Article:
When Fidel Castro took power, many Chinese immigrants fled to the U.S.
La Caridad 78, a restaurant on the Upper West Side of New York City, was born out of cultural mergers and mass migration. According to the video, La Caridad 78, founded in 1972, is believed to be the only Cuban-Chinese restaurant that still exists in New York City. The restaurant gives diners a look into the past, when Chinese and Cuban culture collided. As the video above explains, Havana, Cuba, like most major cities in the world, had a thriving Chinatown created by Chinese immigrants. The rise of Fidel Castro led to mass migration of Cubans out of Cuba, and many of them brought Cuban-Chinese food to the United States. For adventurous and curious foodies, it is a place where one can go and order a nice meal consisting of platanos maduros and shrimp fried rice. Being the last restaurant of its kind is also a reminder of the rapid depletion of Cuban-Chinese culture and community in NYC.
“I started working at La Caridad in 1986. I was born in Havana, Cuba in 1961,” Antonio Wong told Great Big Story. “I’m the last Cuban working in the restaurant.”
“The Cuban-Chinese people are getting older and they don’t have any younger people taking over,” Sam Lee, the owner and son of the founder of La Caridad 78, told Great Big Story. “I myself feel like I owe my father who started this restaurant. So I want to try to make sure that I carry on the tradition for him.”
Last week, California Polytechnic State University student, April Olvera posted a video sent to her by her mamá, and the video went viral, already wracking up nearly ten million views, and nearly one million likes in less than seven days.
Olvera, away at college, texted her mom, Silvia Dominguez, to say that she didn’t know how to fold a burrito, and her mom sent her a video that contained a soothing video-folding lesson.
While some couldn’t help but wonder why Olvera didn’t know how to fold a burro, her mamí’s special brand of cariño shown in the forty-second burrito-folding lesson was the focus of the comments that followed.
Other Latinas needed the lesson too!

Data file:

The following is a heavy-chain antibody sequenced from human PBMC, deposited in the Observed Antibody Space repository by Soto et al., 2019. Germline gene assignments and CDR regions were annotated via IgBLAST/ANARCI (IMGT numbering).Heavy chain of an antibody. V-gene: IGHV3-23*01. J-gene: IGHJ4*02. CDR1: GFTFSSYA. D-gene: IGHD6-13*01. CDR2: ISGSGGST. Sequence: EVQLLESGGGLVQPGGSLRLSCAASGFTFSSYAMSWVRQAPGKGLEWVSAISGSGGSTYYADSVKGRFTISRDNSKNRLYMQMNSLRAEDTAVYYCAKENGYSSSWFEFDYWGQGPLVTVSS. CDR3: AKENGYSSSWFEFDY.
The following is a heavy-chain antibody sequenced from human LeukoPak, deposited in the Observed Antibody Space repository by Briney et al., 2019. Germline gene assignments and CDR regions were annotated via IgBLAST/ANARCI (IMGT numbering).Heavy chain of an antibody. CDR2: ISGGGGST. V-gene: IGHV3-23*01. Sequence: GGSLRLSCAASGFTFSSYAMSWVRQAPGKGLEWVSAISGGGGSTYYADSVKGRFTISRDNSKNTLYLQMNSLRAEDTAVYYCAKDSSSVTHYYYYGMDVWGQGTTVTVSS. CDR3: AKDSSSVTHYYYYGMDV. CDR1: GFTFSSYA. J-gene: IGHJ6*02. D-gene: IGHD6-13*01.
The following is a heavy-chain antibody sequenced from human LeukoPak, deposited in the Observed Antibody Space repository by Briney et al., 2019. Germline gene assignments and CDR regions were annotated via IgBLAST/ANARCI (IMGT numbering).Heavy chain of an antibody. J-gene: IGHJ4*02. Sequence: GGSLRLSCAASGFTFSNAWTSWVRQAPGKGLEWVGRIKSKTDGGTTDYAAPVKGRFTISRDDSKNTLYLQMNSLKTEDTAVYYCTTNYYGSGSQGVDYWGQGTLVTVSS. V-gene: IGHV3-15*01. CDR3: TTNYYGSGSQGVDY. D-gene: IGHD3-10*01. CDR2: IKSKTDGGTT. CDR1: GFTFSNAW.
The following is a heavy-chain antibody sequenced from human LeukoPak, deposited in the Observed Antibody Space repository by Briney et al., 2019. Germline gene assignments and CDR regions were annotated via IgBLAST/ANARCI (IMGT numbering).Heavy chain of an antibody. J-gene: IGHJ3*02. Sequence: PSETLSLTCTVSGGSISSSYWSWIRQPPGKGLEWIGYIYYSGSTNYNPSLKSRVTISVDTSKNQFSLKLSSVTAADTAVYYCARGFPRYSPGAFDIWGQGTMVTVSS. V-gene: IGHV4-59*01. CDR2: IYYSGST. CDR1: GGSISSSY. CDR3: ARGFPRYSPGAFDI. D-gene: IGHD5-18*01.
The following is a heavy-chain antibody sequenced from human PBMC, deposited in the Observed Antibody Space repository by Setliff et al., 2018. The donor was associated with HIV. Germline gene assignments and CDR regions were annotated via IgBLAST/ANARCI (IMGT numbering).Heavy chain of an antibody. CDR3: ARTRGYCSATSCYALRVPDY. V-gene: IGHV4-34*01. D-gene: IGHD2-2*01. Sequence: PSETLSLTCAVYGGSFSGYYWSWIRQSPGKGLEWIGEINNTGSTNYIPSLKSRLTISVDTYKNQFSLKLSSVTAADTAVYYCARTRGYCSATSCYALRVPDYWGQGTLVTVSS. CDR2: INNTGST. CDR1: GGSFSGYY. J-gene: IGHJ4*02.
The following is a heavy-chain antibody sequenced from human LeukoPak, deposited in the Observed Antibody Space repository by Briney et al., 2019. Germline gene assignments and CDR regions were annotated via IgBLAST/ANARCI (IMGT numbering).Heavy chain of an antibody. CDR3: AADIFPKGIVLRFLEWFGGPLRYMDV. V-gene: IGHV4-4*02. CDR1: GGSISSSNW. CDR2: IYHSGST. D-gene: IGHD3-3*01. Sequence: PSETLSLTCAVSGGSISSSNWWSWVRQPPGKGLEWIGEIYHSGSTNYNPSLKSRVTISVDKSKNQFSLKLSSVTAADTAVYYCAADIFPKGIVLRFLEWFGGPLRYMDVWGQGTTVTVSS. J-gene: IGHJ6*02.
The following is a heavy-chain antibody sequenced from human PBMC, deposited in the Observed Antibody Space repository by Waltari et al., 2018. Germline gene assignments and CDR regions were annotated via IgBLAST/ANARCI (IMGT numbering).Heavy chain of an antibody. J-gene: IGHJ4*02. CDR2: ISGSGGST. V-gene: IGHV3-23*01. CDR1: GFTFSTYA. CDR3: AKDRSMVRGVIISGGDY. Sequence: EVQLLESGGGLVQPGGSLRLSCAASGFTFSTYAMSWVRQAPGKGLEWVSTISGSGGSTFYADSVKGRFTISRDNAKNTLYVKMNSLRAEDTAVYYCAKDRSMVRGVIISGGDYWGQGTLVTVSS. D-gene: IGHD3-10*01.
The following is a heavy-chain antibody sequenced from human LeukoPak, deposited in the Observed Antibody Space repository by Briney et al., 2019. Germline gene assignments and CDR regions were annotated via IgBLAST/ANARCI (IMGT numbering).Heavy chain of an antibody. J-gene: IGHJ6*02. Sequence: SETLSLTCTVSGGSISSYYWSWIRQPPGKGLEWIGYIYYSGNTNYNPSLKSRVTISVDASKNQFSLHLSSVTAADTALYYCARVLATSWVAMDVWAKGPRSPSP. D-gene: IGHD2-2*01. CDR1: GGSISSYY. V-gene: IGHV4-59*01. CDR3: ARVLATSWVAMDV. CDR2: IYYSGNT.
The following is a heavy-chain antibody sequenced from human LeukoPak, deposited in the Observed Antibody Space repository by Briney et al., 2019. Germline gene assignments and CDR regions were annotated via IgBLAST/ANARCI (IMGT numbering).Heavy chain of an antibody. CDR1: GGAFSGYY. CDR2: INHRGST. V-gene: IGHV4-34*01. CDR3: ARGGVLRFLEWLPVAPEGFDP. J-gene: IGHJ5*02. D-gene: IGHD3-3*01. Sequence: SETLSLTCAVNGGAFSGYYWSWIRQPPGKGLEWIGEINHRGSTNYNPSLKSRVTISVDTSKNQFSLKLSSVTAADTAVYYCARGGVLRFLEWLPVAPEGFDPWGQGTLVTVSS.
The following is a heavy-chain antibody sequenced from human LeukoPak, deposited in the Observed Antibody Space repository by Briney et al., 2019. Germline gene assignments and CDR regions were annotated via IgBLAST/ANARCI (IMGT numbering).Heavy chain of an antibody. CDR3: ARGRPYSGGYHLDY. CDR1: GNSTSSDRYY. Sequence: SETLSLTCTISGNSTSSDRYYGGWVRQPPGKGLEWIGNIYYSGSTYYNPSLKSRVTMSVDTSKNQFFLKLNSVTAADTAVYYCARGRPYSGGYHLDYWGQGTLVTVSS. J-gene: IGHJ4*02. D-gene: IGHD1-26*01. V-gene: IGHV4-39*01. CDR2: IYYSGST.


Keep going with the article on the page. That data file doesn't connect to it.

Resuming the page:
Another Latina Twitter user, couldn’t get over the way Olvera’s mother, Silvia, repeated the lesson.
Two guys commented on Olvera’s mom’s soothing voice, but we think @carys_arsenic nailed it.
And this guy too who points out Ms. Dominguez’s calm in the face of a world that seems to be coming apart at the seams.
When Olvera told her mother that her video went viral and inspired so many positive comments, Dominguez said, “Maybe it’s not the burrito. Maybe it’s about family and love.”
Burrito-folding-lesson mom, Silvia Dominguez, speaks Spanish in the video, smiling the whole time, clearly happy to be able to help her daughter away at college with anything, using her own phone propped up on the counter to capture the lesson.
“Okay,” she says in Spanish, holding up a corn tortilla, “Imagine that this is my flour tortilla. Add what you’re going to use, fold it from this side, fold it from that side, and roll it. Did you see that?
And then she unrolls the burro and repeats the steps: It’s a circle. Fold it here, fold it here, and roll it. Nice! Okay, bye. I love you.”
We also like how Burrito-Folding-Lesson Mom is even helping grown-ass men.
And because imitation is the most sincere form of flattery, here’s a video made by the author for her son on his way to college in the fall.
Democratic presidential candidate Bernie Sanders is once again touting what he sees as the benefits of Fidel Castro’s Cuba. The Vermont senator first made comments praising parts of Castro’s Cuba in a 1985 interview. Now, 15 years later, Sen. Sanders is standing behind his idea that not everything is bad in Cuba in a 60 Minutes interview.
Senator Bernie Sanders is facing backlash from critics after his 60 Minutes interview because of his comments on Fidel Castro’s Cuba.